• Automation unpredictability, complacency, and loss of manual flying skills could still compromise safety without a second set of eyes.

  • Solo cargo pilots would face significant fatigue getting no relief on long overnight flights.

  • The data we have on crash rates and outcomes do not support elimination of the copilot at this point.

More research directly comparing pilot workload, fatigue, and performance on cargo versus passenger flights could help settle this debate. But for now, data supports two pilots in the cockpit.

Recommended Minimum Copilot Requirements Based on Available Data

Based on my review of the latest crash data analysis, pilot surveys, scientific studies on fatigue and workload, and aviation training best practices, I would make the following recommendations on minimum copilot requirements:

Flight Type Minimum Crew
All passenger airline flights Two pilots
All-cargo flights under 8 hours Two pilots
All-cargo flights over 8 hours Two pilots
International flights over 6 hours Two pilots
Flights with new pilots < 500 hours Two pilots

The Verdict: Why Copilots Remain Essential

While aviation technology continues advancing rapidly, it seems clear humans will remain involved in aircraft flight operations far into the future. Eliminating the copilot role would be an unnecessary risk given:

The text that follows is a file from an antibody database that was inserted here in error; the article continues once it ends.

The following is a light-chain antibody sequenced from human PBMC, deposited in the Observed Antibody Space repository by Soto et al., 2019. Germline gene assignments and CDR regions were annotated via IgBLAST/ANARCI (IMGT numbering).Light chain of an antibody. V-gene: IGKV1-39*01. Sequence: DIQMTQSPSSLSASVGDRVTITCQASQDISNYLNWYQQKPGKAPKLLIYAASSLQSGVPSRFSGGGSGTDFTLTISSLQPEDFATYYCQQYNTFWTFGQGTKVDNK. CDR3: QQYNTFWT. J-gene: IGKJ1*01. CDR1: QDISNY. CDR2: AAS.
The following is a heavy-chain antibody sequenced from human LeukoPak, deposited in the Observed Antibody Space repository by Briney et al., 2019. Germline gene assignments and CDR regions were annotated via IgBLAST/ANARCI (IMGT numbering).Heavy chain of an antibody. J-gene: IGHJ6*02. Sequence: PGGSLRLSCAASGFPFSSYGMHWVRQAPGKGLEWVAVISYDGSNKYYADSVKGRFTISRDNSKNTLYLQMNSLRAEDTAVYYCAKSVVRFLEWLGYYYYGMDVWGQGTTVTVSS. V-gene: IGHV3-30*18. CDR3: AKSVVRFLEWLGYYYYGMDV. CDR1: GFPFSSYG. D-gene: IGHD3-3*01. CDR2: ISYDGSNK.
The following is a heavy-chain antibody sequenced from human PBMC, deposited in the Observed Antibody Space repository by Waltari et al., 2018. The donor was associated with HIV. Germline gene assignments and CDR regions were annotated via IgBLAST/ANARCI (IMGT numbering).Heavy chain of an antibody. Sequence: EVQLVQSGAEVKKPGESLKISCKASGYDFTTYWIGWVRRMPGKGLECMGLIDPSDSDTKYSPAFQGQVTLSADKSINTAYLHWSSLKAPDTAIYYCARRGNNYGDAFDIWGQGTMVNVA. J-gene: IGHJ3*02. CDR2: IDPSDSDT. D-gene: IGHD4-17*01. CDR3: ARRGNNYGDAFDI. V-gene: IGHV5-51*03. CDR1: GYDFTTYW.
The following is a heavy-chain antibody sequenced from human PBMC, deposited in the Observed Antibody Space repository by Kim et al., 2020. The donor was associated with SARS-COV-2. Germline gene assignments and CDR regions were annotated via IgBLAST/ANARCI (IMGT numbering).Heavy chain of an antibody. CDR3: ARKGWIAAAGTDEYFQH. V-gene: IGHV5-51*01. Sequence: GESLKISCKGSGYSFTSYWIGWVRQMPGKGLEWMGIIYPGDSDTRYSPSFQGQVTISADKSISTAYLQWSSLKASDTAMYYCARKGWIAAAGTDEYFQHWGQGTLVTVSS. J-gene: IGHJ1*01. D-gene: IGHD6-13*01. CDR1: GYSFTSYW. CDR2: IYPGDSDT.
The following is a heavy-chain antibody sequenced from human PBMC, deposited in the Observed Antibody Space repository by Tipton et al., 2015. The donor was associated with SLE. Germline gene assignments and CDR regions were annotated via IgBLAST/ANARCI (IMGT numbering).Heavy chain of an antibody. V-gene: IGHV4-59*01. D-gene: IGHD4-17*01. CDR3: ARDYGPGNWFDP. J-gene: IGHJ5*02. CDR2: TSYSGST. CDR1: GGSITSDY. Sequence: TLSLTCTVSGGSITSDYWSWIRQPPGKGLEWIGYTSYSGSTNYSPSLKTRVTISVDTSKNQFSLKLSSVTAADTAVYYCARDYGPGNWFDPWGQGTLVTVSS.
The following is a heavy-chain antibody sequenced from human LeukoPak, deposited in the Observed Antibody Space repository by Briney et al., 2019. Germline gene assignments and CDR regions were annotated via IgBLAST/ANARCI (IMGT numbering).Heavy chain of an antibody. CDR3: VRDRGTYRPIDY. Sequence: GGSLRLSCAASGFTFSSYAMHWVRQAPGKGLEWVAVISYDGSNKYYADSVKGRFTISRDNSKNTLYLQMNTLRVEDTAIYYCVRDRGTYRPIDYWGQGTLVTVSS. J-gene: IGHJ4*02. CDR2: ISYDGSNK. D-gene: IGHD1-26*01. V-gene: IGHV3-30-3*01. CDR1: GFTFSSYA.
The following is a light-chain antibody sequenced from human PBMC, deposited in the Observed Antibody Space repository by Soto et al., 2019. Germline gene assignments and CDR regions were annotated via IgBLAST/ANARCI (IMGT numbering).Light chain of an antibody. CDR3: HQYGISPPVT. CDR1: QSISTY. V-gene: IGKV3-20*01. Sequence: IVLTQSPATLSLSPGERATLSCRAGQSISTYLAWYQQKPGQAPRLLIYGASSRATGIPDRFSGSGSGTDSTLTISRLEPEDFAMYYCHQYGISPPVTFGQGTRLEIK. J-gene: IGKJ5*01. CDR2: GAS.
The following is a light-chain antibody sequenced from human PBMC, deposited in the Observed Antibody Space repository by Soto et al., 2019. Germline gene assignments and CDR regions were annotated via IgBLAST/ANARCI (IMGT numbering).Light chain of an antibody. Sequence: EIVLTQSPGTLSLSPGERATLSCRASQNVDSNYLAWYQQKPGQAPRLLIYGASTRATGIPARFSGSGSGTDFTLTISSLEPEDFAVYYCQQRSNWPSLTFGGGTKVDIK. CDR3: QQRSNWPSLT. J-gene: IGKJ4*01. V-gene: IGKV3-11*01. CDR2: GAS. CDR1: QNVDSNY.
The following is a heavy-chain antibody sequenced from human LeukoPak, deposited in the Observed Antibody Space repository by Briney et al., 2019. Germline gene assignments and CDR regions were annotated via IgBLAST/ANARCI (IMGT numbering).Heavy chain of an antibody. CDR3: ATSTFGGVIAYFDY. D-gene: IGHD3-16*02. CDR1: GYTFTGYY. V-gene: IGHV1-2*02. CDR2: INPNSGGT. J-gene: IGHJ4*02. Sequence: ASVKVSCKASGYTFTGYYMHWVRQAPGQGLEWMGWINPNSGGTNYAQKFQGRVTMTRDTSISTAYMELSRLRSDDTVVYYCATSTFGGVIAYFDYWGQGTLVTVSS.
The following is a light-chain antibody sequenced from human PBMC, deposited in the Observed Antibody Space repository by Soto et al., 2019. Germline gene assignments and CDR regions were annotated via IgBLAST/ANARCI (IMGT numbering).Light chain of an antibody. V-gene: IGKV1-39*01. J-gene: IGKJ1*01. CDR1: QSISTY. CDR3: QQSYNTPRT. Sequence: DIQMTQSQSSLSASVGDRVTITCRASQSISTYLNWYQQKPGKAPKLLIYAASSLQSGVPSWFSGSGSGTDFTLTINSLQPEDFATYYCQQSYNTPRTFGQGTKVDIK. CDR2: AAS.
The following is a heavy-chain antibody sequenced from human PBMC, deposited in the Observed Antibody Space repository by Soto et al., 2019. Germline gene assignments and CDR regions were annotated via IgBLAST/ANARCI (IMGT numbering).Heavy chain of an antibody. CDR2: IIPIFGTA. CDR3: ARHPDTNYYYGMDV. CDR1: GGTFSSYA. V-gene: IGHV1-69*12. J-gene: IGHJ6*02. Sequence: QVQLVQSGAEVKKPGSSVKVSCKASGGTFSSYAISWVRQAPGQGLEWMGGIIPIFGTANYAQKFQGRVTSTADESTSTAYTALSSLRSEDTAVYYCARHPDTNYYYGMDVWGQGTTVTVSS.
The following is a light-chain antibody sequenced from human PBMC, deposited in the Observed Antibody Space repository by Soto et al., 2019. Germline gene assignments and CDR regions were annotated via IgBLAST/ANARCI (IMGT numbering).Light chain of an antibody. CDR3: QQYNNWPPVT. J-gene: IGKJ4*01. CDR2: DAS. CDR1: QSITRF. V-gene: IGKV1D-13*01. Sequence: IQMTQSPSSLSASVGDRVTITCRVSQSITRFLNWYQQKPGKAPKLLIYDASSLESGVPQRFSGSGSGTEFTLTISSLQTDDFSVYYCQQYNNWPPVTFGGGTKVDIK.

• The unpredictable nature of emergencies and automation failures requiring human backup.

  • The safety benefits of cooperation, information sharing, and workload balancing between two pilots.

  • The training new copilots receive from captain mentors before moving up.

  • The rarity of total incapacitation events balanced against the potentially catastrophic consequences.

  • Ongoing threats of fatigue requiring relief on longer flights.

So in my view as an analytical technology enthusiast, it seems short-sighted to remove the copilot position purely based on advancements in automation and algorithms. However, I do look forward to ongoing data research that may help reshape optimal flight crew requirements over time.

What insights or questions do you have on the debate over single pilot operations? Let me know in the comments! I‘m always happy to discuss and analyze aviation tech trends with fellow geeks and pilots.